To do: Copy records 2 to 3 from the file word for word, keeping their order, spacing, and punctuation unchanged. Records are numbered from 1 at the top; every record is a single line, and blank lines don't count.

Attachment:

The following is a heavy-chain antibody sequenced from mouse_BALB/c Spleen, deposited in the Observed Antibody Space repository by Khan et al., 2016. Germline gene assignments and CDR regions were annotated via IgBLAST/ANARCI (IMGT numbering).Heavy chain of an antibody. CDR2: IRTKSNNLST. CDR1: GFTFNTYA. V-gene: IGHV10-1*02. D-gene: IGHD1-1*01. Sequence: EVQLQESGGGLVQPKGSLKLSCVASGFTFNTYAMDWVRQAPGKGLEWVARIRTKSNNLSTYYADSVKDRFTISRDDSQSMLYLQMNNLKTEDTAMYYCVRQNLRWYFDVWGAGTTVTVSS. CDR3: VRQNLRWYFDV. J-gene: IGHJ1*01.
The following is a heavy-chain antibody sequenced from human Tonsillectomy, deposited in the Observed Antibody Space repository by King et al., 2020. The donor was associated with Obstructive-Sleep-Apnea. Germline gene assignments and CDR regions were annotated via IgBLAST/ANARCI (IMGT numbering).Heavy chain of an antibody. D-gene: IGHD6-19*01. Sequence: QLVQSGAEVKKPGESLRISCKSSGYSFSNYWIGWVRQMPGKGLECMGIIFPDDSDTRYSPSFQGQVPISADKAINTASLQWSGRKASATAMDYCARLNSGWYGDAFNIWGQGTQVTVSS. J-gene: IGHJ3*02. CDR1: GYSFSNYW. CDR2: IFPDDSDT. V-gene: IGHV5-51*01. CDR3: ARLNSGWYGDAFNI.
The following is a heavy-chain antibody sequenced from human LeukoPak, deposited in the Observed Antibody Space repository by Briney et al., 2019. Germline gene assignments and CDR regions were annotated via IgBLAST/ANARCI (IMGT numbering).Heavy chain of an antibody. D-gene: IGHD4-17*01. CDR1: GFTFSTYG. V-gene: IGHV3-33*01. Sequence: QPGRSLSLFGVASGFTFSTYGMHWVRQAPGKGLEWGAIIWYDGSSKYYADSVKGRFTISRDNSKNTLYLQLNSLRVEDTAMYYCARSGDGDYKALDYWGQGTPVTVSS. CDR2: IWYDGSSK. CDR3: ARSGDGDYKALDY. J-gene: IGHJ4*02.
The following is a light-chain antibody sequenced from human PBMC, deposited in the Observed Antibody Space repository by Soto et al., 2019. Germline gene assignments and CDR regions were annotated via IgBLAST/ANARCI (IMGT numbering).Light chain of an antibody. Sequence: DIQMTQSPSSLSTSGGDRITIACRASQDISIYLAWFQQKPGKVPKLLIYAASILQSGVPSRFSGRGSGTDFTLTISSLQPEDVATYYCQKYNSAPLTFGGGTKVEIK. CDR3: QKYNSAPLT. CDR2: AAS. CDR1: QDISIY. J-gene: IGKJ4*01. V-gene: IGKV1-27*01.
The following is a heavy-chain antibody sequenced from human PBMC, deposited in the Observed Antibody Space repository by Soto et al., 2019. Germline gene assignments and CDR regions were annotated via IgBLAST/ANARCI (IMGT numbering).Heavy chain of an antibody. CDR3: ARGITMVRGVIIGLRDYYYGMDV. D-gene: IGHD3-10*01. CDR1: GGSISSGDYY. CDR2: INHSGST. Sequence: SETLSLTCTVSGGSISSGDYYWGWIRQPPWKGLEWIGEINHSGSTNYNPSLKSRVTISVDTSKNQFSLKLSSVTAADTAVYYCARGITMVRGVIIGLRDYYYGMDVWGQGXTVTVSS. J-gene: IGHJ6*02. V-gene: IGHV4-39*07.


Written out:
The following is a heavy-chain antibody sequenced from human Tonsillectomy, deposited in the Observed Antibody Space repository by King et al., 2020. The donor was associated with Obstructive-Sleep-Apnea. Germline gene assignments and CDR regions were annotated via IgBLAST/ANARCI (IMGT numbering).Heavy chain of an antibody. D-gene: IGHD6-19*01. Sequence: QLVQSGAEVKKPGESLRISCKSSGYSFSNYWIGWVRQMPGKGLECMGIIFPDDSDTRYSPSFQGQVPISADKAINTASLQWSGRKASATAMDYCARLNSGWYGDAFNIWGQGTQVTVSS. J-gene: IGHJ3*02. CDR1: GYSFSNYW. CDR2: IFPDDSDT. V-gene: IGHV5-51*01. CDR3: ARLNSGWYGDAFNI.
The following is a heavy-chain antibody sequenced from human LeukoPak, deposited in the Observed Antibody Space repository by Briney et al., 2019. Germline gene assignments and CDR regions were annotated via IgBLAST/ANARCI (IMGT numbering).Heavy chain of an antibody. D-gene: IGHD4-17*01. CDR1: GFTFSTYG. V-gene: IGHV3-33*01. Sequence: QPGRSLSLFGVASGFTFSTYGMHWVRQAPGKGLEWGAIIWYDGSSKYYADSVKGRFTISRDNSKNTLYLQLNSLRVEDTAMYYCARSGDGDYKALDYWGQGTPVTVSS. CDR2: IWYDGSSK. CDR3: ARSGDGDYKALDY. J-gene: IGHJ4*02.